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WASHINGTON (Reuters) - President Barack Obama may have seized the initiative with his lofty defense of military action in Libya but he has left more questions than answers about his emerging "Obama doctrine" and what it means for other crises in the Middle East.
Embedded in Obama's televised response to critics of his Libya policy on Monday night was an attempt to set forth his rationale for intervening militarily in some conflicts but not in others.
Obama used his speech to outline part of a broader Middle East strategy that aides have been crafting for weeks to try to counter complaints that his administration has struggled to keep pace with turmoil sweeping the Arab world.
But he was short on specifics and failed to even mention Yemen, Syria or Bahrain, the latest hotspots where popular revolts threatening autocratic rulers could have major implications for U.S. policy.
"It's still a work in progress," said Stephen Grand, a Middle East expert at the Brookings Institution in Washington. "Obama is clearly trying to work out an approach that puts him on the right side of history."
While declaring Libya a "unique" case for limited use of U.S. military power to avert a potential massacre by Muammar Gaddafi's loyalists, Obama sought to stake out more of a middle ground on wider Middle East policy.
The message was that the United States supports protesters' democratic aspirations but will take military action only in concert with allies -- to uphold U.S. interests and deeply held values or where there was an overwhelming humanitarian need.
But, mindful of an American public occupied with domestic economic concerns and weary of wars in two Muslim countries, that was tempered by Obama's insistence that the United States would not act as the world's human rights policeman.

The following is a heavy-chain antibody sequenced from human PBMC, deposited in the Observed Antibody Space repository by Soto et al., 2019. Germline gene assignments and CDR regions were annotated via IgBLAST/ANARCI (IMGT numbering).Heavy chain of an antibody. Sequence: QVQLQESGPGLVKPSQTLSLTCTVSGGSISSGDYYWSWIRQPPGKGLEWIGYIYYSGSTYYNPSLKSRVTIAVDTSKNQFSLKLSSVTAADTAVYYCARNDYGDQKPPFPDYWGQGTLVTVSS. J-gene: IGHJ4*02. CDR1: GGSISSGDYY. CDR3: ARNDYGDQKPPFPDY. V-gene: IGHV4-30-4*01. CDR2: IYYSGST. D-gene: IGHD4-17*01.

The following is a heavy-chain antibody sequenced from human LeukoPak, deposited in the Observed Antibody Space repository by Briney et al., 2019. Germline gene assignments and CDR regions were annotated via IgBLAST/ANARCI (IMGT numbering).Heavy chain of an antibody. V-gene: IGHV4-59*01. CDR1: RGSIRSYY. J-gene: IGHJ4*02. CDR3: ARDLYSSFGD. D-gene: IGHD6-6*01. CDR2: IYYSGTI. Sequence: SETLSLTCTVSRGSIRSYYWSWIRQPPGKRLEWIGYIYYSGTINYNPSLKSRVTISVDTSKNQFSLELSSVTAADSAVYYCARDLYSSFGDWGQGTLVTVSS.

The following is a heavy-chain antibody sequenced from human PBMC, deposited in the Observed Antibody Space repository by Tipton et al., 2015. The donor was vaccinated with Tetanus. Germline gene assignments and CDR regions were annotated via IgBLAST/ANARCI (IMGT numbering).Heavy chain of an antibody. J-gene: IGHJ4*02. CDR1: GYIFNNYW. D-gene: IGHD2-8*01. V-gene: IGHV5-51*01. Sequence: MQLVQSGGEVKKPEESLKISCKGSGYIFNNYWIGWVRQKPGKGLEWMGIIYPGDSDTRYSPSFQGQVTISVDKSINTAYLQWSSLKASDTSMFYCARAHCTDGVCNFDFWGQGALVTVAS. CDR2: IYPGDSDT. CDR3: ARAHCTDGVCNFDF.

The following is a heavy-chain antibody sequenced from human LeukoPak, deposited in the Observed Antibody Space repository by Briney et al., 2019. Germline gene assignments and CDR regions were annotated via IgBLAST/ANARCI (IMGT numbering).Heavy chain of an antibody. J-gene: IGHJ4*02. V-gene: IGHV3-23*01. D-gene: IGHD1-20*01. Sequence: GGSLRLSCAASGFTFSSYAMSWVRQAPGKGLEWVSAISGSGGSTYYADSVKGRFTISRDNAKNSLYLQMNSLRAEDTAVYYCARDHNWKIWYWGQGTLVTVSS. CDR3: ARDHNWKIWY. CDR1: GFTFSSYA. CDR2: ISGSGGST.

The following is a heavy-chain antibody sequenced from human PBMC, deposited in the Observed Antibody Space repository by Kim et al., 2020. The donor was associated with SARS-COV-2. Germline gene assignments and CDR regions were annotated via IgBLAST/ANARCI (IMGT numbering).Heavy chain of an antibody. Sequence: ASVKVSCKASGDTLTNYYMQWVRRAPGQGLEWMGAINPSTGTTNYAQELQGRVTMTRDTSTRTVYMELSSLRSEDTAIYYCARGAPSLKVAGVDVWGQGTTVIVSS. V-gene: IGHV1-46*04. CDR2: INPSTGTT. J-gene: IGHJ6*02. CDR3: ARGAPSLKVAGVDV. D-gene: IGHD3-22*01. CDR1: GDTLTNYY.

And his refusal to allow U.S. forces to seek "regime change" in Libya further underscored that his new doctrine carried strict limits.
Some analysts said Obama's nuanced approach could send mixed signals to an already troubled region and his speech quickly drew criticism from the left and the right.
Conservatives say Obama's reliance on multilateralism weakens U.S. global leadership. He has rejected the go-it-alone approach of his predecessor, George W. Bush, who was disdained internationally for the 2003 U.S. invasion of Iraq.
"The Obama doctrine is still full of chaos and questions," former Republican vice presidential candidate Sarah Palin told Fox News. "U.S. interests can't just mean validating some kind of post-American theory of intervention where we wait for the Arab League and the United Nations to tell us 'Thumbs up, America, you can go now, you can act'."
Liberal lawmaker Dennis Kucinich chided Obama for justifying the decision to join the allied air campaign at least in part on Gaddafi's threats.
"Remember, that's what George Bush did. He said Iraq had weapons of mass destruction," Kucinich told MSNBC. "We've got to be careful about slipping into these wars."
Obama's emerging new policy is already facing a serious test in Yemen, Syria and Bahrain, each of which poses different challenges. What they have in common, however, is that the United States is monitoring events closely while avoiding any talk of a Libya-style military intervention.
Washington has relied so far on sharp prodding of Yemen's government, an ally against al Qaeda, for sweeping political reform and has all but acquiesced to Saudi intervention in Bahrain to help quell a Shi'ite revolt against Sunni rule.
Direct U.S. action seems even less likely in Syria, where the White House has denounced a government crackdown but is keeping hands-off in a country that has had a vexed relationship with Washington.
Editing by Cynthia Osterman.